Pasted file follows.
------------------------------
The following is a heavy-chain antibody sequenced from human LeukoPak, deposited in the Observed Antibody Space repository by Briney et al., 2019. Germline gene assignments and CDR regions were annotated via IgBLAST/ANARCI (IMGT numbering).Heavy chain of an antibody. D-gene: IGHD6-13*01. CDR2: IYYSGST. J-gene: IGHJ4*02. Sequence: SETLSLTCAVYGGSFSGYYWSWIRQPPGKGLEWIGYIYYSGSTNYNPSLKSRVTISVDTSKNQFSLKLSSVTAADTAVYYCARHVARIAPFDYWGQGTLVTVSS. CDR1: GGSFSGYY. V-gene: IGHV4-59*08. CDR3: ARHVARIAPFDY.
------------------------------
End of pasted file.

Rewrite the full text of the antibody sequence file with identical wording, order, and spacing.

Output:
The following is a heavy-chain antibody sequenced from human LeukoPak, deposited in the Observed Antibody Space repository by Briney et al., 2019. Germline gene assignments and CDR regions were annotated via IgBLAST/ANARCI (IMGT numbering).Heavy chain of an antibody. D-gene: IGHD6-13*01. CDR2: IYYSGST. J-gene: IGHJ4*02. Sequence: SETLSLTCAVYGGSFSGYYWSWIRQPPGKGLEWIGYIYYSGSTNYNPSLKSRVTISVDTSKNQFSLKLSSVTAADTAVYYCARHVARIAPFDYWGQGTLVTVSS. CDR1: GGSFSGYY. V-gene: IGHV4-59*08. CDR3: ARHVARIAPFDY.